Mild Head Injuries Linked to an Increased Risk of Parkinson’s and Dementia
If you have been in an auto accident, you are not alone. In fact, over 3 million Americans are injured annually in vehicle accidents, according to the National Highway Traffic Safety Administration. These injuries can range in severity, with one of the most severe being head injuries. In fact, the Centers for Disease Control reported that motor vehicle crashes were the third overall leading cause of traumatic brain injury (TBI) related emergency room visits, hospitalizations, and deaths among all age groups.
Whether it is severe head trauma or a mild head injury, there can be lasting effects that continue for years to come.
Studies Link TBI to Dementia and Parkinson's Disease
A recent study published by the academic journal Neurology gathered data from 325,870 former members of the U.S. military between the ages of 31 to 65 to see if they had experienced head injuries — even mild ones. The study found that those who had experienced a concussion at some point during their lives were 56 percent more likely to develop Parkinson's disease than those who had not. Those who had more severe brain injuries were 83 percent more likely to develop Parkinson’s, and according to the National Parkinson’s Foundation, most people with Parkinson's develop dementia.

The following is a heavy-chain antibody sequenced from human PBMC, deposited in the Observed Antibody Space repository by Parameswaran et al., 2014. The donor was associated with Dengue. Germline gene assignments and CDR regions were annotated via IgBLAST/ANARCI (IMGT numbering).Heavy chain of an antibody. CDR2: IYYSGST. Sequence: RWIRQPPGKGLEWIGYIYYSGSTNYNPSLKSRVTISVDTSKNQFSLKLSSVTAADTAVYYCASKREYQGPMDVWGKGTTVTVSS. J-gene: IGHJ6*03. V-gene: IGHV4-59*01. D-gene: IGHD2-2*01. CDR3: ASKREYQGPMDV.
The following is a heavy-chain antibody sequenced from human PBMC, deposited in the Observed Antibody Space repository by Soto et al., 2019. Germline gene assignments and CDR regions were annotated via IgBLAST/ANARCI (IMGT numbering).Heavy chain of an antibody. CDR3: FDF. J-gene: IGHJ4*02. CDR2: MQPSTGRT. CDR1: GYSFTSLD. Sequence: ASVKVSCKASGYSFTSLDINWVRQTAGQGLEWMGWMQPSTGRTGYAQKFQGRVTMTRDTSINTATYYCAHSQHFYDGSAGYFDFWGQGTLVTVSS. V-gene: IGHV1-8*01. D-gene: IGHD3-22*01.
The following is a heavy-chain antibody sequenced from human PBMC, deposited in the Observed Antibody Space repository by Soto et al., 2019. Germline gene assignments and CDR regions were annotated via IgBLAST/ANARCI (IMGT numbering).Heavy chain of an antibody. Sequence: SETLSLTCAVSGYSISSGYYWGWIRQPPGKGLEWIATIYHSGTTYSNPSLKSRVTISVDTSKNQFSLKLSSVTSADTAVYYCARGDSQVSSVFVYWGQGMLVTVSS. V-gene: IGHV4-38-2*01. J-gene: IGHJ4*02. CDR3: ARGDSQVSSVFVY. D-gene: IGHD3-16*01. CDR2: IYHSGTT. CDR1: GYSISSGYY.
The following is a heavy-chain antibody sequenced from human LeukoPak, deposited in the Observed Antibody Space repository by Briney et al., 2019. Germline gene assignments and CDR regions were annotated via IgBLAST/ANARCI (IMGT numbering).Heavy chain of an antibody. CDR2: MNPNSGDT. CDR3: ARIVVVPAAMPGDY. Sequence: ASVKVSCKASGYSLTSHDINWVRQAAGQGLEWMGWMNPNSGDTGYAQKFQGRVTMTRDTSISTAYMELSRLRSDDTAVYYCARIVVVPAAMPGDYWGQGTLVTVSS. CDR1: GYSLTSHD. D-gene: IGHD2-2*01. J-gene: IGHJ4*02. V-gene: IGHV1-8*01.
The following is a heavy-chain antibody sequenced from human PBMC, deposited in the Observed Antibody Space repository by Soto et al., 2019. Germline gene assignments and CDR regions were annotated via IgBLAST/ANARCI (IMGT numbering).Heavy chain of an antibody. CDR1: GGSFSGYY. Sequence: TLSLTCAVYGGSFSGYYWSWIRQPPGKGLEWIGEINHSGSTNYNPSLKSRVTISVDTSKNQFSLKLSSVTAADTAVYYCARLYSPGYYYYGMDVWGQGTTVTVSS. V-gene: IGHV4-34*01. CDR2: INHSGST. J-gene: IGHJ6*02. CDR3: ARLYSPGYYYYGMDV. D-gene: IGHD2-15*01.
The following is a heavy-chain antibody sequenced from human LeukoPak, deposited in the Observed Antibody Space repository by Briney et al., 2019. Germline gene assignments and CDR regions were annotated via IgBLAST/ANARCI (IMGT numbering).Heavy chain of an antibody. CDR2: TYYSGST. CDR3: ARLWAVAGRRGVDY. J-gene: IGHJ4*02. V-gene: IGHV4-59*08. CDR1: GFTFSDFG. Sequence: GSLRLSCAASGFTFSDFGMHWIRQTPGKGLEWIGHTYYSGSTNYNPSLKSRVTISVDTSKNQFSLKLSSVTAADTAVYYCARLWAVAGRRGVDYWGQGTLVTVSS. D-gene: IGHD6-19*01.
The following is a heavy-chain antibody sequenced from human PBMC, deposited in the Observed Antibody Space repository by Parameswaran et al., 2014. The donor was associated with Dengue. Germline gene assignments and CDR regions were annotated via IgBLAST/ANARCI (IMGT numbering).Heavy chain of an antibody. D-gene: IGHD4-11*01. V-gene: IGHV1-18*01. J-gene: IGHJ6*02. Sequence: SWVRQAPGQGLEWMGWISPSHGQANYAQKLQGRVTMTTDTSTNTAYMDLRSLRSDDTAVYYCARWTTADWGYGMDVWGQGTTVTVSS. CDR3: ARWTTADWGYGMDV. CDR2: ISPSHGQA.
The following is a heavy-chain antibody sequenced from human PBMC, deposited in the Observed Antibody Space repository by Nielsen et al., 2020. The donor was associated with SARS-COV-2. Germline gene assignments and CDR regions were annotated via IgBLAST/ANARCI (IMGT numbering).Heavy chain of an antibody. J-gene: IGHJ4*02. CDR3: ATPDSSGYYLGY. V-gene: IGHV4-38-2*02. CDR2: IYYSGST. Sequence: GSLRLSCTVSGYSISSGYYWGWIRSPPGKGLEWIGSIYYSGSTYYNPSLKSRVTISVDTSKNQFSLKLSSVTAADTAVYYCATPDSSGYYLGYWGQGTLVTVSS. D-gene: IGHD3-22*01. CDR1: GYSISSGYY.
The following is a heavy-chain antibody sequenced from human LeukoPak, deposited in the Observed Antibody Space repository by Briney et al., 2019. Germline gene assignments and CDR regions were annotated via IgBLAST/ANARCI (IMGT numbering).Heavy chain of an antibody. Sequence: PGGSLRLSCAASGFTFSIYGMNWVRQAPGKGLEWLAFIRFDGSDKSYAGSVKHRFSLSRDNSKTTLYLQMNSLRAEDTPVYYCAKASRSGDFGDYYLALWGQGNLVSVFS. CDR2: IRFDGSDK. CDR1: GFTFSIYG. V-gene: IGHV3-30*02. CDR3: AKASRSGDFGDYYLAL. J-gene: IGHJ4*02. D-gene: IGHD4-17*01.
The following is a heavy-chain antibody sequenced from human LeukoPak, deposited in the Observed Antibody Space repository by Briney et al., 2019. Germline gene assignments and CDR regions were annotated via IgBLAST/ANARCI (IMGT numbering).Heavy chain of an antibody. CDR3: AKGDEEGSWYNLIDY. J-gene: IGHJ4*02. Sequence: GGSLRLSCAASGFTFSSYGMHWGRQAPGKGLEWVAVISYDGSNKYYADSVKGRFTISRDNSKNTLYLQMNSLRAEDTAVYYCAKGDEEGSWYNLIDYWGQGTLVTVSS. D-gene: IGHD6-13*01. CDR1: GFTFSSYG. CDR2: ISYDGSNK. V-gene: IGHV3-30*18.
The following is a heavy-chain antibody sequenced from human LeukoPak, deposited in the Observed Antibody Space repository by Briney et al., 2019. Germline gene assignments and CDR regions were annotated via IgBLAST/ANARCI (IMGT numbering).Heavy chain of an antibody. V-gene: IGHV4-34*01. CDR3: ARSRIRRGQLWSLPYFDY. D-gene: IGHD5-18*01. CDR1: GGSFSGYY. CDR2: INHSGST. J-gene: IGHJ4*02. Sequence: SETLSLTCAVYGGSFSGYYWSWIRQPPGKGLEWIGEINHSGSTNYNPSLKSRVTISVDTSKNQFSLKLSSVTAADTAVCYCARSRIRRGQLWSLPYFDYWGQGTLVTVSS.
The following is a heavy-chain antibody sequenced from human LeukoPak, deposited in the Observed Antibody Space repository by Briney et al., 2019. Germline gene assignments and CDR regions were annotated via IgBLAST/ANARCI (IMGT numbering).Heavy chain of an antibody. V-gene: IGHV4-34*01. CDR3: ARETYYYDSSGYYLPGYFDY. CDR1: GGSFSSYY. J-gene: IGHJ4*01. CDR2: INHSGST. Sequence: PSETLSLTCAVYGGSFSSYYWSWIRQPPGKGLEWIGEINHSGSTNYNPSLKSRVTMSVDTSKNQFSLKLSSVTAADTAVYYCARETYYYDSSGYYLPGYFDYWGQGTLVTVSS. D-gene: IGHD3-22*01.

The research does not stop there. A study using the Danish health databases followed 2,794,852 residents who were at least 50 years old between the years 1977 to 2013. Among those, 132,093 individuals had experienced at least one traumatic brain injury (this included mild concussions). Of those individuals, 24 percent had an increased risk of dementia, and those who experienced five or more TBIs had three times the risk for the disease.
If you experience a head injury, what should you do?
If you were in an auto accident and experienced any level of concussion (or think you may have), it is critical that you are evaluated by a medical professional right away. Some of the symptoms may include, difficulty sleeping, poor concentration, irritability, fatigue, depression, memory loss, nausea, headaches, anxiety, difficulty thinking, dizziness, blurry or double vision, and sensitivity to light.
Schedule a free consultation by calling our Green Bay car crash lawyers at 920-739-7366 today.